1911 Encyclopædia Britannica/Fludd, Robert
FLUDD, or Flud, ROBERT [Robertus de Fluctibus] (1574–1637), English physician and mystical philosopher, the son of Sir Thomas Fludd, treasurer of war to Queen Elizabeth in France and the Low Countries, was born at Milgate, Kent. After studying at St John’s College, Oxford, he travelled in Europe for six years, and became acquainted with the writings of Paracelsus. He subsequently returned to Oxford, became a member of Christ Church, took his medical degrees, and ultimately became a fellow of the College of Physicians. He practised in London with success, though it is said that he combined with purely medical treatment a good deal of faith-healing. Following Paracelsus, he endeavoured to form a system of philosophy founded on the identity of physical and spiritual truth. The universe and all created things proceed from God, who is the beginning, the end and the sum of all things, and to him they will return. The act of creation is the separation of the active principle (light) from the passive (darkness) in the bosom of the divine unity (God). The universe consists of three worlds; the archetypal (God), the macrocosm (the world), the microcosm (man). Man is the world in miniature, all the parts of both sympathetically correspond and act upon each other. It is possible for man (and even for the mineral and the plant) to undergo transformation and to win immortality. Fludd’s system may be described as a materialistic pantheism, which, allegorically interpreted, he put forward as containing the real meaning of Christianity, revealed to Adam by God himself, handed down by tradition to Moses and the patriarchs, and revealed a second time by Christ. The opinions of Fludd had the honour of being refuted by Kepler, Gassendi and Mersenne. Though rapt in mystical speculation, Fludd was a man of varied attainments. He did not disdain scientific experiments, and is thought by some to be the original inventor of the barometer. He was an ardent defender of the Rosicrucians, and De Quincey considers him to have been the immediate, as J.V. Andreä was the remote, father of freemasonry. Fludd died on the 8th of September 1637.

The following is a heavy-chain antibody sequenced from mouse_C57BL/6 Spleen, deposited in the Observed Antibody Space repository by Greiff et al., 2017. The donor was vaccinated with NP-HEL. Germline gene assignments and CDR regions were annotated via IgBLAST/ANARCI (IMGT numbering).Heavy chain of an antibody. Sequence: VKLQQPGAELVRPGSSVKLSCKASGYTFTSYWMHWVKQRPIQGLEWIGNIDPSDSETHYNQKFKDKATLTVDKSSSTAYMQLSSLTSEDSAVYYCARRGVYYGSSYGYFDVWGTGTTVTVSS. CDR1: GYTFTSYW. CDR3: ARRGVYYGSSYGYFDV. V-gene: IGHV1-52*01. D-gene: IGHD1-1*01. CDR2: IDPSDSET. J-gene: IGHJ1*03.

See J. B. Craven, Robert Fludd, the English Rosicrucian (1902), where a list of his works is given; A. E. Waite, The Real History of the Rosicrucians (1887); De Quincey, The Rosicrucians and Freemasons; J. Hunt, Religious Thought in England (1870), i. 240 seq. His works were published in 6 vols., Oppenheim and Gouda, 1638.